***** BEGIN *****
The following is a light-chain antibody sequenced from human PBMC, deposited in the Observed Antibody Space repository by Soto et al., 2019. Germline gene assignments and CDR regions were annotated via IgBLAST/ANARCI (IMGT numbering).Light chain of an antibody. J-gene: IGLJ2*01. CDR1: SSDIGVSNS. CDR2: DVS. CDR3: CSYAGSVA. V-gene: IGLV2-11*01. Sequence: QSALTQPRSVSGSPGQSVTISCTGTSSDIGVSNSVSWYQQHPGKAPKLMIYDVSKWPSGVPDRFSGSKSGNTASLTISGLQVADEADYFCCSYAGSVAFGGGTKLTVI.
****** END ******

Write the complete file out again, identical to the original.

The following is a light-chain antibody sequenced from human PBMC, deposited in the Observed Antibody Space repository by Soto et al., 2019. Germline gene assignments and CDR regions were annotated via IgBLAST/ANARCI (IMGT numbering).Light chain of an antibody. J-gene: IGLJ2*01. CDR1: SSDIGVSNS. CDR2: DVS. CDR3: CSYAGSVA. V-gene: IGLV2-11*01. Sequence: QSALTQPRSVSGSPGQSVTISCTGTSSDIGVSNSVSWYQQHPGKAPKLMIYDVSKWPSGVPDRFSGSKSGNTASLTISGLQVADEADYFCCSYAGSVAFGGGTKLTVI.